11 December 2007

Radio review

Radio review
"Terry Wogan (Radio 2) was in jubilant mood yesterday following the success of Children in Need. He remained jolly even when his studio stopped working just before his show began. "They're having a bit of a tussle in the next-door studio," reported Sarah Kennedy.

Wogan's studio was beyond fixing ("The rubber band's broken," he quipped), so it was decided he should broadcast from Kennedy's. This led her into an extended flummox - "I'd better clear up quickly," she cried, "while Rod's on" - and brought a glorious image of Kennedy clearing her desk of, one imagines, knick-knacks and half-eaten pastries, to the stirring sound of Do Ya Think I'm Sexy?

The handover wasn't the slickest, with Kennedy still collecting her things as Wogan tried to start his show. "She carries a lot of equipment," he observed. Once he had the studio to himself, Wogan further described the shambles. "Sarah Kennedy's equipment is covered in mittens," he noted. The news headlines jingle crashed into the middle of 1973 by James Blunt, and rather improved it. Then it was back to happy tales of fund-raising antics. "6Music listeners knitted that Pudsey," said Wogan, referring to a giant, lonely bear left in the abandoned studio."

Titters and witters with Sarah

Titters and witters with Sarah
"Sarah Kennedy is an anomaly on grown-up BBC Radio: a female presenter d'un certain age who is neither an ex-performer nor born of News. Instead she brings with her the whiff of the home-mixed cocktail and the rustle of the Daily Mail - never happier than when giggling at modern life.

Her programme runs for just 90 minutes, from 6am to 7.30am; a job share with Wogan (7.30-9.30am), who is far too established to present a full, three-hour breakfast show. Though their styles are similar, Sarah can't help putting her foot in it. Her most recent gaffe was to report that she couldn't see a black man in the dark until he smiled. She apologised, but you fear that she doesn't know quite why.

On Tuesday she carefully read out a letter from a 53-year-old listener who'd taken her life in her hands and travelled on the tube. 'There was a group of Asian... erm... people,' said Kennedy, clearly worried that she might be using the wrong term. And, blimey, one of these 'people' offered the listener his seat! 'Their behaviour was exemplary!' read out Sarah. Hallelujah! Play them a record! And then wonder why anyone needed to know that they were Asian!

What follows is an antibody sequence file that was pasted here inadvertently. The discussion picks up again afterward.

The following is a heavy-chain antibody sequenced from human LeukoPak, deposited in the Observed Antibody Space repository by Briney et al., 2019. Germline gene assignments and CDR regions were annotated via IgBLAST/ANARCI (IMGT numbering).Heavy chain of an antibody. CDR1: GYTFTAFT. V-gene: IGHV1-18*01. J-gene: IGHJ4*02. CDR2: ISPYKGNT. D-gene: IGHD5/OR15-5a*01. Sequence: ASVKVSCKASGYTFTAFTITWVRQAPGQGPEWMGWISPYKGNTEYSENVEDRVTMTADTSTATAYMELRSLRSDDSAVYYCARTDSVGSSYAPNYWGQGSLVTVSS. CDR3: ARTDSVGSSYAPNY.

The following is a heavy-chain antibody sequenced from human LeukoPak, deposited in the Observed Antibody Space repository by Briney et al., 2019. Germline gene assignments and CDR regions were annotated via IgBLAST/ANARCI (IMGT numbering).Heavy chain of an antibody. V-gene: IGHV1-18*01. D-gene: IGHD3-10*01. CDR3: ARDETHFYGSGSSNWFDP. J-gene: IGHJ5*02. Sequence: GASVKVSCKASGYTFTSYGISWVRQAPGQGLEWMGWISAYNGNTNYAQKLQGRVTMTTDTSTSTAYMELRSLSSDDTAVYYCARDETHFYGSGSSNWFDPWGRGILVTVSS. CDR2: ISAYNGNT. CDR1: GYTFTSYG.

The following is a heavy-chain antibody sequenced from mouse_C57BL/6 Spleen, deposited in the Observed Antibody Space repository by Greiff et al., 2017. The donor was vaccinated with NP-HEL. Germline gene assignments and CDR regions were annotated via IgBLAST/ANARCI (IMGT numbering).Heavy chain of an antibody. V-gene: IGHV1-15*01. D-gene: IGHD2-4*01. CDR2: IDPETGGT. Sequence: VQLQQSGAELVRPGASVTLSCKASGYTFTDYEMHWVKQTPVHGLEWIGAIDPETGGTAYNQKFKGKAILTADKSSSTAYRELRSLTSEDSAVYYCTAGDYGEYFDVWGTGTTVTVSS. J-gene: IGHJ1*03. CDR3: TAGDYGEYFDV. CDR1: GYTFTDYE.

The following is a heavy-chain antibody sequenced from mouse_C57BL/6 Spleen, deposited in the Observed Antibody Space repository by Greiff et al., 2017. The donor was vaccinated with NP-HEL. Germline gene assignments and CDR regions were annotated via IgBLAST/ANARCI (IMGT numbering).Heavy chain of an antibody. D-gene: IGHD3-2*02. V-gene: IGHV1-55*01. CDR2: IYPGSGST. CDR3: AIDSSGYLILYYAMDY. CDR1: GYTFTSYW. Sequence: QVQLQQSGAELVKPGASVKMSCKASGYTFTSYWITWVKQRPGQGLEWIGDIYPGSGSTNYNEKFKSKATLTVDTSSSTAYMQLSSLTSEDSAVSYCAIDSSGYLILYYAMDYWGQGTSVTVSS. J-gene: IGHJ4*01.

If you start your day with Sarah, your life takes on a butterfly quality. One minute she's treating you to her 'mazin' observations - 'I saw my first kingfisher up at Ludlow. They're tiny!' 'Why can't Ruth Kelly have a law that bicycles must have a light on them?' 'Everybody I know has got colds' - and the next she's wondering who the next record is by. 'Who have we got here? Terence Trent D'Arby? Ah.' Plus, she insists on reading things out - an Oscar Wilde poem (Tuesday), a letter about chicken feed (Wednesday), an entire news piece on shoes that cure sweaty feet (Thursday). If you heard this stuff on local radio, you'd feel short-changed. A small titter, a lengthy witter, that's Sarah's formula. It can't last."

Radio presenter special guest at Manderston charity fundraiser

Berkshire News: Radio presenter special guest at Manderston charity fundraiser
"BBC Radio 2 presenter Sarah Kennedy was the special guest at an Auction of Promises held at Manderston on Saturday evening by kind invitation of Lord and Lady Palmer.

SK on the stairs

The event was held to raise funds for CLIC Sargent Scotland (Cancer and Leukaemia in Children) and Christ Church, Duns, to help provide a disabled access to the church premises. The proceeds will be shared equally.

Promises for auction were varied and numerous, ranging from a piece of ham to a week in a holiday cottage in Italy and from dinner for two to a day at the races. There was also a silent auction and a raffle.

Mr Hugh Veitch conducted the auction in his own inimitable style. Sarah Kennedy also helped auction some of the items and kept the crowd well entertained.

Those present were welcomed by Kenn Webb, priest at Chirst Church, and he firstly introduced Hamish Aldridge, community fund-raising manager for CLIC Sargent who spoke about the work of the charity.

He then introduced Elaine Whellans from Duns whose son Aarron suffers from leukaemia.
Elaine gave a first hand account of just what it is like to have a child suffering from leukaemia and the help they receive from CLIC Sargent.

Finally Sarah Kennedy gave an amusing talk and invited everyone to put their hands in the pockets for the two worthwhile causes."

SK in the news again!

Independent: The gap in radio markets: Smashing the mould
"Recent high-profile episodes of racist overtures from Radio 4's Gardeners' Question Time producer Trevor Taylor and Radio 2's Sarah Kennedy have exacerbated relations. Taylor presided over a three-minute discussion about the flower Rhodochiton volubilis being known as "black man's willy", while Kennedy received flak for implying that black people should keep their mouths open in the dark so that motorists can see them at night. Ofcom, the media watchdog, is now "considering" both incidents following a number of complaints."